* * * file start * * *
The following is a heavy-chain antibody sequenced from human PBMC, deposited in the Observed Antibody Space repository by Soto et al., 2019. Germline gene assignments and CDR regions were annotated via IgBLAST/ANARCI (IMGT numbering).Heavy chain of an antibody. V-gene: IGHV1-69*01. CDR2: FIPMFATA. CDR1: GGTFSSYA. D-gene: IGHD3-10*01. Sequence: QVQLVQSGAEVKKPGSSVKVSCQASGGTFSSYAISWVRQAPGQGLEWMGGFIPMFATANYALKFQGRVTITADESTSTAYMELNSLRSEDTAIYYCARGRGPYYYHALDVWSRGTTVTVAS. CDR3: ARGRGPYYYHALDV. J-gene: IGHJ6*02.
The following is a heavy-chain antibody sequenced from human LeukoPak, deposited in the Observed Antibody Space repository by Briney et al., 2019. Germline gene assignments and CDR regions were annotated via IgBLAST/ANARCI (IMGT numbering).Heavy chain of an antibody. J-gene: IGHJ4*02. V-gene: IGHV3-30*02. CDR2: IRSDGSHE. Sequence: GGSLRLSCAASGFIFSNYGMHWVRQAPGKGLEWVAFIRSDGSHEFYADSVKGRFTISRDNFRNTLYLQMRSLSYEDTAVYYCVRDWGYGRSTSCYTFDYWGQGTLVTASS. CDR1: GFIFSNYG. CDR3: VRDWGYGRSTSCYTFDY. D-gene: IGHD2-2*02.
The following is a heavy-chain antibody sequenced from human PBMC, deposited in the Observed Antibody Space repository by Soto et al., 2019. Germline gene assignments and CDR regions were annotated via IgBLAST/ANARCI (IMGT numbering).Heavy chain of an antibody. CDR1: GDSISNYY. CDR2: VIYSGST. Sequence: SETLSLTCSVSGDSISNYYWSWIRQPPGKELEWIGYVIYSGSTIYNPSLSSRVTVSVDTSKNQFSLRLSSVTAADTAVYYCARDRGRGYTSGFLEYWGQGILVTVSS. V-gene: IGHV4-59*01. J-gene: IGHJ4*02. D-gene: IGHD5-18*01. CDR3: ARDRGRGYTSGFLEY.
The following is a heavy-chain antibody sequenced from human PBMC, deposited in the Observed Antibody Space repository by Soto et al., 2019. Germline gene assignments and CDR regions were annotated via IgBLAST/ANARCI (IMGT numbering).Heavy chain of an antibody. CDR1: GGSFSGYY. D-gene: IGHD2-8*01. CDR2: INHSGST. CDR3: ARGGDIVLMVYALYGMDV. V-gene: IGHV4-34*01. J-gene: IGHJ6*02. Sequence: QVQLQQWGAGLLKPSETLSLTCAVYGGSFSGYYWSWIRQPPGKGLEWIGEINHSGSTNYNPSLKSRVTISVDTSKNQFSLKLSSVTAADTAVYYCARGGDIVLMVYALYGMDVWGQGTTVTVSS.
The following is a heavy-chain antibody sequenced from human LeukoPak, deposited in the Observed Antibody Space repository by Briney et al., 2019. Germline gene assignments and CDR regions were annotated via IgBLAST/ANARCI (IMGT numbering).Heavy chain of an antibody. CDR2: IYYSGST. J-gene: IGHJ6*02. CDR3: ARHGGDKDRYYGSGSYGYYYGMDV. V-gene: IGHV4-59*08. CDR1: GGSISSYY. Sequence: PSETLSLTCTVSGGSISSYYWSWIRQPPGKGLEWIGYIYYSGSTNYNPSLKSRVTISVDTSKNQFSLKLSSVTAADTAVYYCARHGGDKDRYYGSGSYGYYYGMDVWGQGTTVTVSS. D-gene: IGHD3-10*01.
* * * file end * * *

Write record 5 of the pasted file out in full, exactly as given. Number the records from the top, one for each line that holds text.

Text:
The following is a heavy-chain antibody sequenced from human LeukoPak, deposited in the Observed Antibody Space repository by Briney et al., 2019. Germline gene assignments and CDR regions were annotated via IgBLAST/ANARCI (IMGT numbering).Heavy chain of an antibody. CDR2: IYYSGST. J-gene: IGHJ6*02. CDR3: ARHGGDKDRYYGSGSYGYYYGMDV. V-gene: IGHV4-59*08. CDR1: GGSISSYY. Sequence: PSETLSLTCTVSGGSISSYYWSWIRQPPGKGLEWIGYIYYSGSTNYNPSLKSRVTISVDTSKNQFSLKLSSVTAADTAVYYCARHGGDKDRYYGSGSYGYYYGMDVWGQGTTVTVSS. D-gene: IGHD3-10*01.